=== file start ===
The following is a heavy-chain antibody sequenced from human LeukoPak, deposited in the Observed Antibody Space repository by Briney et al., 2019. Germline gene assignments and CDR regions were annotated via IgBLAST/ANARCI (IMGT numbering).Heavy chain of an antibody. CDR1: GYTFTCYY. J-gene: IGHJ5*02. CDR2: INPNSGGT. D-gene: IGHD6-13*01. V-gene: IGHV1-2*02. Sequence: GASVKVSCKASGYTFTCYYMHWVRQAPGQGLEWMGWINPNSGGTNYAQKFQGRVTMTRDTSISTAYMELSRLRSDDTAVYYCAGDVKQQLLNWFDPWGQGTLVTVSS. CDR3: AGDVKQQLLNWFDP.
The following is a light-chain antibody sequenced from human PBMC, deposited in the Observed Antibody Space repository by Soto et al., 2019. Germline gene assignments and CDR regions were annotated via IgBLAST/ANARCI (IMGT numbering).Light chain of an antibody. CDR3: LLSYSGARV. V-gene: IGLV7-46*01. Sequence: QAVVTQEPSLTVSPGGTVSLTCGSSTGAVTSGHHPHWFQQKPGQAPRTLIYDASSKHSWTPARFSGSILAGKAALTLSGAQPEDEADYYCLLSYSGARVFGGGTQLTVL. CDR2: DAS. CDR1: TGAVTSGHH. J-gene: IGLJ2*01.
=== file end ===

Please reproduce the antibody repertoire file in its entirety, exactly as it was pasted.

The following is a heavy-chain antibody sequenced from human LeukoPak, deposited in the Observed Antibody Space repository by Briney et al., 2019. Germline gene assignments and CDR regions were annotated via IgBLAST/ANARCI (IMGT numbering).Heavy chain of an antibody. CDR1: GYTFTCYY. J-gene: IGHJ5*02. CDR2: INPNSGGT. D-gene: IGHD6-13*01. V-gene: IGHV1-2*02. Sequence: GASVKVSCKASGYTFTCYYMHWVRQAPGQGLEWMGWINPNSGGTNYAQKFQGRVTMTRDTSISTAYMELSRLRSDDTAVYYCAGDVKQQLLNWFDPWGQGTLVTVSS. CDR3: AGDVKQQLLNWFDP.
The following is a light-chain antibody sequenced from human PBMC, deposited in the Observed Antibody Space repository by Soto et al., 2019. Germline gene assignments and CDR regions were annotated via IgBLAST/ANARCI (IMGT numbering).Light chain of an antibody. CDR3: LLSYSGARV. V-gene: IGLV7-46*01. Sequence: QAVVTQEPSLTVSPGGTVSLTCGSSTGAVTSGHHPHWFQQKPGQAPRTLIYDASSKHSWTPARFSGSILAGKAALTLSGAQPEDEADYYCLLSYSGARVFGGGTQLTVL. CDR2: DAS. CDR1: TGAVTSGHH. J-gene: IGLJ2*01.